You would think after 16 years, the ache would start to subside but for me, it just hasn’t happened. The memories are vivid. It was a busy Monday morning and I was working as an assistant manager in a call center. I had just relieved my switchboard girl so she could go on a break so the call came in through the switchboard.
Caller: Can I speak to Shelli please?
Me: This is Shelli.
Caller: Shelli, this is your father and I have the news you never wanted to hear.
Me: Are you not coming to Florida? ( a visit had been planned for later in the month)
Caller: Shelli… your mother is dead.
Me: Who’s mother?
I don’t remember anything after that statement until about 20 minutes later when I came to my senses. From what I was told, I started screaming, management poured out of their offices to see what was happening. They picked me up and put me in someone’s office while they called my husband. To this day, that is all a blank.
I quickly learned my mother had died of sleep apnea. She died with her mask next to her head on her pillow. In the hours and days that followed, we made arrangements to have someone take over the HVAC business we owned and ran in Tallahassee, Fla. then headed to Richmond, VA for the funeral. We flew into Richmond, stopped at a gas station to change clothes before we made our the funeral home.
It was surreal to see my mother lying in a casket. She didn't look sick or injured. She just looked asleep. I was still in such a state of shock over her sudden death that I couldn't shake the feeling she was going to open her eyes any minute and give me that look that only a mother can give to her daughter. My other vivid memory is some of the people that gathered at the wake were putting in a show of mourning and wailing but I knew they hadn't bothered to spend time with her in years so the relationship was almost non-existent. For some reason, one woman in particular put photos of her grandkids (kids my mother had never seen and been introduced to) in the casket with my mother. This woman hadn’t spoken to my mother in 20 years! I was filled with fury that they were using her funeral to make themselves look caring and I decided to do something about it. In that moment, I became the matriarch of the family. When they closed the casket, she was buried with Mother’s Day cards from my brothers and me, flowers from my father and that was it.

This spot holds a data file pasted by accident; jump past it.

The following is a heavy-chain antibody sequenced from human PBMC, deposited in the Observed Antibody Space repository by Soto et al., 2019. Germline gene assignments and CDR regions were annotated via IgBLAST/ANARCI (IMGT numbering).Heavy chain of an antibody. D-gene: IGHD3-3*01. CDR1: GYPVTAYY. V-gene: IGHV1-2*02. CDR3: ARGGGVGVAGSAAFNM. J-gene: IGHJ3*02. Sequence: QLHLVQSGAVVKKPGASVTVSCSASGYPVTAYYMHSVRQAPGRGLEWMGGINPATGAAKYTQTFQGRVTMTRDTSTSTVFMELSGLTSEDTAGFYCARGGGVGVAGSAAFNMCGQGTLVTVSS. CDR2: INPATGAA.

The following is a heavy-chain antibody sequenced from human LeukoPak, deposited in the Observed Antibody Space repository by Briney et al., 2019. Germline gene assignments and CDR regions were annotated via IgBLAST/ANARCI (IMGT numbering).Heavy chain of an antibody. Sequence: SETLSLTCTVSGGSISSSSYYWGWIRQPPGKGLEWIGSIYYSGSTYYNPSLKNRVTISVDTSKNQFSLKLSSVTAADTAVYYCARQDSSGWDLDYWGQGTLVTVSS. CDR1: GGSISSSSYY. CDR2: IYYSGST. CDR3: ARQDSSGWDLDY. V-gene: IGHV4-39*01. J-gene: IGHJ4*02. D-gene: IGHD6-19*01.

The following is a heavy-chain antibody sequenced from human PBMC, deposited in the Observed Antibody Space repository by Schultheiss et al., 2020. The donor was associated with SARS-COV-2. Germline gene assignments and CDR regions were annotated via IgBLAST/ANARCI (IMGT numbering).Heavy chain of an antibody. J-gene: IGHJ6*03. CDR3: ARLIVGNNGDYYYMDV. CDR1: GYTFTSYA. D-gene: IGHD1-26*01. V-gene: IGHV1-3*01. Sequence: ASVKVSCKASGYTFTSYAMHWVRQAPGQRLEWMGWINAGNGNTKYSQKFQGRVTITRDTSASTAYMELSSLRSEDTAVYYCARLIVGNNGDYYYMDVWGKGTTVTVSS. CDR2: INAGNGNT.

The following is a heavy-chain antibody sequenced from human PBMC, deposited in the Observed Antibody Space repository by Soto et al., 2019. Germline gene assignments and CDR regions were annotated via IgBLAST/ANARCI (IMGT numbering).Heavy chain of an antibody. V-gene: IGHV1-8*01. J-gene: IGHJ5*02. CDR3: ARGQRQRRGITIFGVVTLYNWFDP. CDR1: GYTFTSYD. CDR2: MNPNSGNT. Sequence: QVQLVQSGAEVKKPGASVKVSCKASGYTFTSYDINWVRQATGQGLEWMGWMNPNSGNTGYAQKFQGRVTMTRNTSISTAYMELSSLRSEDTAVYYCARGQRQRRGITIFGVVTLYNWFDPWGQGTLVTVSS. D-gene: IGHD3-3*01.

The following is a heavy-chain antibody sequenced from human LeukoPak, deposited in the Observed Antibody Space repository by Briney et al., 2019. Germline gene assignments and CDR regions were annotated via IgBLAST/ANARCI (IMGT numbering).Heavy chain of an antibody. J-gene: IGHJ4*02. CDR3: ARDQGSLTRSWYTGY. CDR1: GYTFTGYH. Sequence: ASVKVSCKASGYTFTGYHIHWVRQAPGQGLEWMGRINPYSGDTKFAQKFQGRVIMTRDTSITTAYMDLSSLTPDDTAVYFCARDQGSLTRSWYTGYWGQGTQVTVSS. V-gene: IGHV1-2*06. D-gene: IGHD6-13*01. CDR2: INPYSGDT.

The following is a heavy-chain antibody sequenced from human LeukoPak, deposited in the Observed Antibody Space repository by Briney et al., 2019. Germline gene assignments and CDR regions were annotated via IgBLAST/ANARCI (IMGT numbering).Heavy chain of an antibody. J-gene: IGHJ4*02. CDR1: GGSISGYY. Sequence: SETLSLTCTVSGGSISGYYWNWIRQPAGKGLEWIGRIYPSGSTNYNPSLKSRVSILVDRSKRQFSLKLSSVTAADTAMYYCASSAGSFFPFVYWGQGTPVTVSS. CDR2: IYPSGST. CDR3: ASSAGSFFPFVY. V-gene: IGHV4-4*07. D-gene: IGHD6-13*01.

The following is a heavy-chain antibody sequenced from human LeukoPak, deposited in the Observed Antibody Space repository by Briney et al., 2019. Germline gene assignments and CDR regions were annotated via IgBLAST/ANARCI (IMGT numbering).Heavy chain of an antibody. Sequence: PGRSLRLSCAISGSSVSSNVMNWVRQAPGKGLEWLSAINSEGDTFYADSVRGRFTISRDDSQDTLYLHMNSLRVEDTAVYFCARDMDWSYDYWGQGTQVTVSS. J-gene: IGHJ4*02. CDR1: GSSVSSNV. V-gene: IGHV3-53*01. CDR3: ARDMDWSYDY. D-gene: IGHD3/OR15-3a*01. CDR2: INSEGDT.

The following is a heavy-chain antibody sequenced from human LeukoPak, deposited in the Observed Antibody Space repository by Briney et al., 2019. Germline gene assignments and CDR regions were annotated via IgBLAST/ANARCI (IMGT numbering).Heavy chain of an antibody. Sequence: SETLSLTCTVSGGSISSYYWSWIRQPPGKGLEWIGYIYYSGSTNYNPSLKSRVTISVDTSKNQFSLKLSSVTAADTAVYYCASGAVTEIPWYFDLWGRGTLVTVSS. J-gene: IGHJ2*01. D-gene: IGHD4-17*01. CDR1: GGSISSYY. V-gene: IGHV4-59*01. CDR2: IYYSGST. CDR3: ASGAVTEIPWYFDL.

My mother had a rough childhood and it made her a hard person to get to know on a personal level. Like everyone else, she had issues but hers were amplified. However, her trials also taught her some key character traits that she passed on to me and I carry them to this day. Here is what I learned from her:
- Perfection isn't achievable but you should always strive for it. Her theory was you can always improve so push yourself beyond what you believe you are capable of doing.
- “Idle hands are a devils workshop”. The woman believed in keeping us busy. Between chores and sports and church-related activities, we didn't have time to get into trouble.
- Traditions keep family memories alive. Our family story is filled to the brim with traditions, especially around the holidays.
- A woman should always smell good. Mom LOVED Avon products and from my earliest memories, she would buy me their perfume pins. I have been wearing perfume since I was 5 years old. I may not always put on makeup but I am ALWAYS wearing perfume.
- Look past the hard shell of the person to see the broken person inside… and learn to love them THERE.
Because of my mother, I love parades, over pack for trips (Mom: “It’s better to have it and not need it than need it and not have it”), am very patriotic, enjoy reading, love to surprise people with tokens of my appreciation, hold on fiercely to the family heirlooms that have been passed down to me, take lots of pictures at family gatherings, make homemade chicken and dumplings on snow days, watch The Wizard of OZ every year, love to watch sports, believe in good sportsmanship during athletic events and clean my house from top to bottom BEFORE I go on a trip.
My mother loved God, had big dreams and loved girly things i.e. jewelry and perfume. She refused to budge on her beliefs and would work until she dropped to achieve her goals. Sound familiar? It should. I am my mother’s daughter.
In honor of Phyllis Stewart Tench
August 11th, 1942 – May 3rd, 1999